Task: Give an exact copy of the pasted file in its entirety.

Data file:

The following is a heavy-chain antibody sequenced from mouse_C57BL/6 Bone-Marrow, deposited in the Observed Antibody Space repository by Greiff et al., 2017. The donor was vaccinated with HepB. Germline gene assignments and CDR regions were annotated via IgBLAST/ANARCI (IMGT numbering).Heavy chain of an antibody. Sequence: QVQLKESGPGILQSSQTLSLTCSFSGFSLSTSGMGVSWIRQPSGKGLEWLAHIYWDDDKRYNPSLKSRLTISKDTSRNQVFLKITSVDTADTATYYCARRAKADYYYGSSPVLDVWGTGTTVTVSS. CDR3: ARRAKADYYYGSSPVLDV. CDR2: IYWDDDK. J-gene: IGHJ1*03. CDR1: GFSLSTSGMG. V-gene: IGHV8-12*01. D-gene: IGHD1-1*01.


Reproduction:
The following is a heavy-chain antibody sequenced from mouse_C57BL/6 Bone-Marrow, deposited in the Observed Antibody Space repository by Greiff et al., 2017. The donor was vaccinated with HepB. Germline gene assignments and CDR regions were annotated via IgBLAST/ANARCI (IMGT numbering).Heavy chain of an antibody. Sequence: QVQLKESGPGILQSSQTLSLTCSFSGFSLSTSGMGVSWIRQPSGKGLEWLAHIYWDDDKRYNPSLKSRLTISKDTSRNQVFLKITSVDTADTATYYCARRAKADYYYGSSPVLDVWGTGTTVTVSS. CDR3: ARRAKADYYYGSSPVLDV. CDR2: IYWDDDK. J-gene: IGHJ1*03. CDR1: GFSLSTSGMG. V-gene: IGHV8-12*01. D-gene: IGHD1-1*01.